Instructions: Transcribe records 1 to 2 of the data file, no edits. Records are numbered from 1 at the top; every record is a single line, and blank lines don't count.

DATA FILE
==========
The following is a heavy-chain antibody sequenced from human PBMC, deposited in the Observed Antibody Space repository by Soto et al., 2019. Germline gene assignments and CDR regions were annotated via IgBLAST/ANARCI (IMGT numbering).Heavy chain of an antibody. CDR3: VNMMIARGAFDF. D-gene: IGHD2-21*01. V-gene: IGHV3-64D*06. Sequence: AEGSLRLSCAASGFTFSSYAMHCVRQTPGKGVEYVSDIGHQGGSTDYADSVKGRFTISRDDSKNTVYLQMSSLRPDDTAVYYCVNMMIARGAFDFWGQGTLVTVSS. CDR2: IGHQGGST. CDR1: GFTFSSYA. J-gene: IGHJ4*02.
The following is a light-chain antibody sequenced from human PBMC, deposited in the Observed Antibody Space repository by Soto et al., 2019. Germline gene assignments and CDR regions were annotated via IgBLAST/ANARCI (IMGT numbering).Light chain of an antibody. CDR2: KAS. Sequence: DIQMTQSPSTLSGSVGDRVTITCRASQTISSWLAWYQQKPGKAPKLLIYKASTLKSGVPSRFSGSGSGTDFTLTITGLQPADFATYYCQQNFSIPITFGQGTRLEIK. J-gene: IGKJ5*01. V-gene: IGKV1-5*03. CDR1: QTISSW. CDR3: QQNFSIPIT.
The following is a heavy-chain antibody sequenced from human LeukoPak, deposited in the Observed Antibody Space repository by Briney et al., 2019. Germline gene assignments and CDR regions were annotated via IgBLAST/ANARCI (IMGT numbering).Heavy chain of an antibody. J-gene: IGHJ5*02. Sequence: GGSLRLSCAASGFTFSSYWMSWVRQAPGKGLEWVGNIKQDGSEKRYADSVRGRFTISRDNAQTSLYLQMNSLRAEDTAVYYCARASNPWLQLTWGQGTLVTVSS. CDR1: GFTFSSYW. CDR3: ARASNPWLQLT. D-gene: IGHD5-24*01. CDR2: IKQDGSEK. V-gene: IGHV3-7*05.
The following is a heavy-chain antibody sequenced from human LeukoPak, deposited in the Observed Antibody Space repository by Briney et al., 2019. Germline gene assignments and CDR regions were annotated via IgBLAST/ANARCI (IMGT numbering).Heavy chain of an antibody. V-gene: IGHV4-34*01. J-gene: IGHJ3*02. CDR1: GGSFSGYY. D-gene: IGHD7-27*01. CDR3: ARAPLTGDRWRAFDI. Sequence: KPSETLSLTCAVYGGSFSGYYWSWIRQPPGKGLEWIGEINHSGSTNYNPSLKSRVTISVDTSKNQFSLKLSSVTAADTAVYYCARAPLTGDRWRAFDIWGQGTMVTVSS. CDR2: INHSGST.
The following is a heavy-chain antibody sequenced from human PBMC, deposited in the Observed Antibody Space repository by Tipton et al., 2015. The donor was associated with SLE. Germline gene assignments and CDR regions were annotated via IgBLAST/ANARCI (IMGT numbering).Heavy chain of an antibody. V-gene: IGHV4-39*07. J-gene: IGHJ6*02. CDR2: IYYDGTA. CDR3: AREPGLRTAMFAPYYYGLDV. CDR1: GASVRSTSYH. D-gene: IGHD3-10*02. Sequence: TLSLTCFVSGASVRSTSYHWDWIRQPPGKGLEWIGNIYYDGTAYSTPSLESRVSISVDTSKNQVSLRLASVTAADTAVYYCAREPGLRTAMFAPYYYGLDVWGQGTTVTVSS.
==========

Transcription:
The following is a heavy-chain antibody sequenced from human PBMC, deposited in the Observed Antibody Space repository by Soto et al., 2019. Germline gene assignments and CDR regions were annotated via IgBLAST/ANARCI (IMGT numbering).Heavy chain of an antibody. CDR3: VNMMIARGAFDF. D-gene: IGHD2-21*01. V-gene: IGHV3-64D*06. Sequence: AEGSLRLSCAASGFTFSSYAMHCVRQTPGKGVEYVSDIGHQGGSTDYADSVKGRFTISRDDSKNTVYLQMSSLRPDDTAVYYCVNMMIARGAFDFWGQGTLVTVSS. CDR2: IGHQGGST. CDR1: GFTFSSYA. J-gene: IGHJ4*02.
The following is a light-chain antibody sequenced from human PBMC, deposited in the Observed Antibody Space repository by Soto et al., 2019. Germline gene assignments and CDR regions were annotated via IgBLAST/ANARCI (IMGT numbering).Light chain of an antibody. CDR2: KAS. Sequence: DIQMTQSPSTLSGSVGDRVTITCRASQTISSWLAWYQQKPGKAPKLLIYKASTLKSGVPSRFSGSGSGTDFTLTITGLQPADFATYYCQQNFSIPITFGQGTRLEIK. J-gene: IGKJ5*01. V-gene: IGKV1-5*03. CDR1: QTISSW. CDR3: QQNFSIPIT.